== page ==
Every time Goldberg had ever gone to the mikvah before, she had done it for her family. She had prayed for shalom bayit, peace in the home, and reveled in the care she brought to preparing each part of her body for her husband. The night that Topas brought her to Mikvah Chaim was the first time she had ever gone to the mikvah outside of her menstrual cycle. It was the first time she had gone just for herself.
“It was really empowering to be like, ‘I can do this? This is allowed? I guess it is.’”
Goldberg could barely undress. She was in pain from her recent double mastectomy. But her mother was there to help. Her mother was the only person, aside from her doctors, who had seen her scars, so she was the one who guided Goldberg into the water. Traditionally, an attendant would be present to judge the body and immersion kosher or not, but this mikvah gave Goldberg the option of privacy.
Having her mom there reminded Goldberg of her first immersion, the night before her wedding. She had no idea how her life was about to change. Water, both times, was a sacred force.
“You go into the water and it holds you and it gives you so much. I don’t know. It surrounds you completely,” she says. “You’re floating at the same time you’re also so grounded.”
Goldberg’s favorite part was when her mother had left the room and she was alone in the mikvah — for the first time in her life.
“I was swimming around and I was like, this is amazing!” she says. “What is it, did they not trust me before? I mean, the whole concept of having your own time in there by yourself is incredible. It felt like this is probably the way it used to be.”
Goldberg pictured Jewish women in the ancient mountaintop fortress of Masada. She imagined that they immersed just like this — no hovering attendant, just holiness. But soon she started feeling that she was breaking the rules.
“No woman should have that feeling,” she says. “Every woman should feel like, this is my time. I deserve to be in here alone.”
That night, Goldberg realized that she had found a mikvah where she could immerse and be held exactly as she was. She found herself looking forward to going back.
Now, Goldberg has returned to the mikvah for the first time since that night, and she’s nervous. So much has happened since her last immersion. Goldberg says if she had known what kind of suffering was ahead, “I would have booked a one-way ticket to I-don’t-know-where.”
She’s finally gotten the nail polish off of her toes and has begun to comb her new, short hair in quick strokes. “It’s going to be much easier,” she says lightly. “No worries about loose strands of hair on my back or anywhere.”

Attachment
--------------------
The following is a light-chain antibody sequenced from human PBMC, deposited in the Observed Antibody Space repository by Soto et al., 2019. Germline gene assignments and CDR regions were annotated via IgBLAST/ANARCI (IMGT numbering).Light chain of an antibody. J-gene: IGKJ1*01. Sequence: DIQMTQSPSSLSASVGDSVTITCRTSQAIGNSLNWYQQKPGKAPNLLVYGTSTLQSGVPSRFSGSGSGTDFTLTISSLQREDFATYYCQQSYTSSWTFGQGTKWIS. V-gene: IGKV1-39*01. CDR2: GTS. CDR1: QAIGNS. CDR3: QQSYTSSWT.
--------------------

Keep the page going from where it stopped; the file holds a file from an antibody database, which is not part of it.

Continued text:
She moves on to her eyebrows and grabs the tweezers.
“You’re allowed to have, in general, the hairs on your body that you normally keep.” She grins. “So, if you’re normally getting a Brazilian wax, you need to go get one for mikvah night.”
Goldberg is happy that both her eyebrows and eyelashes grew back — she lost them completely and wasn’t sure what would happen to them. “I got some tough Middle Eastern genes here, so,” she says.
Goldberg’s family is from Morocco — she describes herself as “purebred Sephardi.” Her face, as she stares into the mirror, is made of swift angles and wide eyes that hold yours without blinking. According to Topas, all of their friends say that Goldberg has never looked better. According to Topas’s husband, she’s the only one who could pull off her buzz cut, and it may be true. She looks beautiful.
Goldberg begins to file her nails, which became brittle and thin during chemotherapy. Now, she notices, there are a few cracks, but they have mostly grown in strong and healthy.
“The body,” she says, “has such a strong will.”
Goldberg’s intention for this immersion, her kavanah, is different from the last time. She’s hoping for a new beginning. She feels that cancer wrought havoc in so many parts of her life, from her body to her marriage. She looks very alone, squinting at her nails in this big, clean room.
Goldberg softly traces her eyelashes and eyelids with makeup remover, a strikingly caring the gesture. A ritual that might have been demeaning now demands a sort of meticulous self-gentleness. Mikvah provides a time to lovingly attend to each part of one’s body, even — and especially — when one’s body has changed.
Goldberg opens drawers, looking for floss.
“I know my dentist tells me I should be flossing every day,” she says, “but I don’t. I actually don’t. But before the mikvah, I always do.”
Goldberg is ready to go. She ties her robe tight and presses a buzzer. After a few moments, Topas arrives at the door and leads the way to the pool.
It’s small, and tiled, and deep. Goldberg looks at it, and then looks at me, and pulls her robe tighter.
“Let’s see. I don’t have nipples,” she tells me. “Just so you know.”
She explains that her tumor was too close to the front of her breast for the doctors to preserve the nipple, so instead she has two scars on her chest, and she doesn’t want me to get freaked out. I turn my back as she walks down the steps into the mikvah. A mikvah attendant might cover her eyes with the patron’s robe at this time, until the patron is neck-deep in the water.
Goldberg floats a bit, and then pushes herself completely underwater, crossing her arms and legs. She does this three times, and says the b’racha, the blessing, out loud once: Baruch ata adonai eloheinu melech ha-olam asher kid-shanu b’mitzvo-tav v’tzi-vanu al ha-tevilah. Halfway through, her voice breaks and she cries.
Now that Goldberg has found Mikvah Chaim, she wants to keep coming back. But she’s not sure when. If she can’t follow her menstrual schedule, she’ll have to invent a new schedule. Maybe she’ll go on her birthday, and her children’s birthdays, and her anniversary, and also Yom Ha’atzmaut (Israeli Independence Day).
Goldberg’s period will soon be gone completely, and it’s up to her to reinvent her relationship to mikvah. To ask why, and for whom, she immerses now.
“I’m not necessarily going to run to a rabbi and say ‘what do I need to do?’ from a halachic standpoint,” she says. “Just personally, what do I want to do? How much do I want to make it a part of my life? Because I’m going to miss it.”
Goldberg also wants to keep coming to the mikvah for her daughters. She doesn’t want to break the chain between generations. She wants her daughters to love mikvah, and to see their mother love mikvah. She’s glad they will have options like Mikvah Chaim.
Goldberg doesn’t think she’s doing anything too heretical by immersing outside of her menstrual cycle. In fact, she believes that women have probably always done this, sought out the mikvah for ritual and sanctity when they were struggling. All of the rules, the counting of days and plucking of hairs, were probably added in later. Of her immersion, Goldberg says, “It felt right. So, I’m sure it was.”